A Prayer Answered - The Defense of the Unborn Act
By Linda A. Prussen-Razzano
Featured Rightgrrl April 1999
October 2, 1999
I am about to get personal; extremely personal, in fact. I want to invite you inside my heart for just a few moments, so that you can see things from my perspective.
When I met my husband 9 years ago, I knew within the first three months of our relationship that he was going to share the rest of my life. Not surprisingly, he admitted to entertaining similar thoughts around the same time. On bended knee, his deep voice cracking nervously, he proposed on Christmas Eve of 1991. We married in grand style in August of 1993.
We approached our life goals in a traditional manner. After our marriage, we saved for our home. After we built our home, we saved for our future. I can still remember celebrating our first Christmas in our new house, sitting quietly, just the two of us, in front of the fireplace, talking about our hopes for the immediate future.
We had been married four years then, had moved across the country and experienced our share of adventures. There were some tough times along the way, some outrageous high points, but always, we maintained an underlying sense that we could do whatever we set our minds to. Our marriage was, and is, based on mutual respect, unfaltering trust, and unfailing love.
With unspoken understanding, we had reached a plateau in our lives. We had our love, our home, our strength, and our faith. We were ready to share our lives with a child.
For two painful years, that wish was unfulfilled. During that time, I fought endometriosis, multiple ovarian cysts, and underwent surgery to extend my chances for conception. The pain accompanying my endometriosis was so acute, it rendered me helpless at least twice a month. I used up precious vacation days as sick days. Each month, I prayed for a baby. Several times, I cried when my period came.
In April of this year, it seemed as if my deepest desire would be fulfilled. I was six weeks late. My EPT was positive. Just a few days later, when I went to my OBGYN for confirmation, my expectations were crushed. Their testing indicated I was not pregnant.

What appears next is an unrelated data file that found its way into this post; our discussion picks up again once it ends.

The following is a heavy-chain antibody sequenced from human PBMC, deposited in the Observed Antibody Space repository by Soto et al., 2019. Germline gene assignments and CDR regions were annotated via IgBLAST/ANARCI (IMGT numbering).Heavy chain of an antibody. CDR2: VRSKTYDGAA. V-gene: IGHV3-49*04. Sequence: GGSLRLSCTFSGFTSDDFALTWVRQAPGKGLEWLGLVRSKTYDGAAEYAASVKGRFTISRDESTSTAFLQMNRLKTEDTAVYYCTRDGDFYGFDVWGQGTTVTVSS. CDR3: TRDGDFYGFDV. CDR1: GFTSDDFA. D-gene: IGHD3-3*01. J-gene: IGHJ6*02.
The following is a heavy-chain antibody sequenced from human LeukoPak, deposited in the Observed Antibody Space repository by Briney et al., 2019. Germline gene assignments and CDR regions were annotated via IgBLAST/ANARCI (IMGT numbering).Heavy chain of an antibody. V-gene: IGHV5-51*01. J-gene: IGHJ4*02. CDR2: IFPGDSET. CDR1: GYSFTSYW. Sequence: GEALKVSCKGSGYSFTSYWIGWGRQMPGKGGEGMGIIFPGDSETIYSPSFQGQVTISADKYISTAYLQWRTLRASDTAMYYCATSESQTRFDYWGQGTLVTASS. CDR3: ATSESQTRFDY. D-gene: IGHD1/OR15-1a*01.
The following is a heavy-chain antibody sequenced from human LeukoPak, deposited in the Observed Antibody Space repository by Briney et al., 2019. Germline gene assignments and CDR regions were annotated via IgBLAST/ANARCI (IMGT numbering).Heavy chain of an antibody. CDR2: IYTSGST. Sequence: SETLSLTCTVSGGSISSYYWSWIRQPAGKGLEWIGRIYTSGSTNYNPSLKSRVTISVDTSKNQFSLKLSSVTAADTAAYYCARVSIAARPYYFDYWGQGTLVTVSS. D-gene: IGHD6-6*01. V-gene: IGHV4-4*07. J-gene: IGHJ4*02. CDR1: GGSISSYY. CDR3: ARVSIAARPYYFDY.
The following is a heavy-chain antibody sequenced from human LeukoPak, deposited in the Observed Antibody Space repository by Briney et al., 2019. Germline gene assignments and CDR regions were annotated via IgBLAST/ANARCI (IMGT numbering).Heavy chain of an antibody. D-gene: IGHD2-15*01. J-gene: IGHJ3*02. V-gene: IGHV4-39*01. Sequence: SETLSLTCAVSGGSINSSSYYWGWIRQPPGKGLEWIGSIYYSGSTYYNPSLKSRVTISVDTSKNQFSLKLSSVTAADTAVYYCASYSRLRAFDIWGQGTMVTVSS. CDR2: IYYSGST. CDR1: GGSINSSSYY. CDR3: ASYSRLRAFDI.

During the physical examination, my doctor's face quirked in surprise. He looked over his shoulder and advised the nurse, "Maybe we need to do a blood test after all." My body believed I was pregnant, but the sonogram revealed no baby. I was forced to take Provera to bring on my cycle again.
This time, I did not weep alone, muffling my tears in towels behind the locked bathroom door. This time, my typically unflappable husband cried with me.
Last month, God finally answered our prayers. My body whispered to me that I was pregnant long before my EPT and my doctor's office confirmed it. I even had a chance to see the little sack, nestled in the dark comfort of my womb, on the sonogram. We are so concerned about the risk of losing this little one, we are taking every precaution. I've never eaten healthier, and my husband has never been more understanding or attentive.
The reason I shared all of this with you is simple: On October 1, 1999, Congress passed the Defense of the Unborn Act, a bill which would allow prosecution against someone who injures a pregnant women and her unborn child. I'm delighted that they passed this bill. After the waiting, praying, testing, surgery, anguish, and heartbreak, this little life inside me is the sole focus of my being. At long last, Congress recognizes the sanctity of my future child.
If some animal were to kill my unborn child in the commission of a crime, they are still killing my child. They are taking from my child all the beautiful things they could have been, all the dreams they could have seen, all the joys they could have known. I love him or her no less because they are inside my womb, than if they were outside my womb. Should this bill become law, I would have some legal recourse for the damage done. As it stands now, I would have empty arms, an empty heart, and no justice whatsoever.
What do I pray for now? A healthy baby, a safe delivery, and passage of a law that, God willing, will never have to be used because innocents are no longer open targets.
This article copyright © 1999 by Linda A. Prussen-Razzano and may not be reproduced in any form without the express written consent of its author. All rights reserved.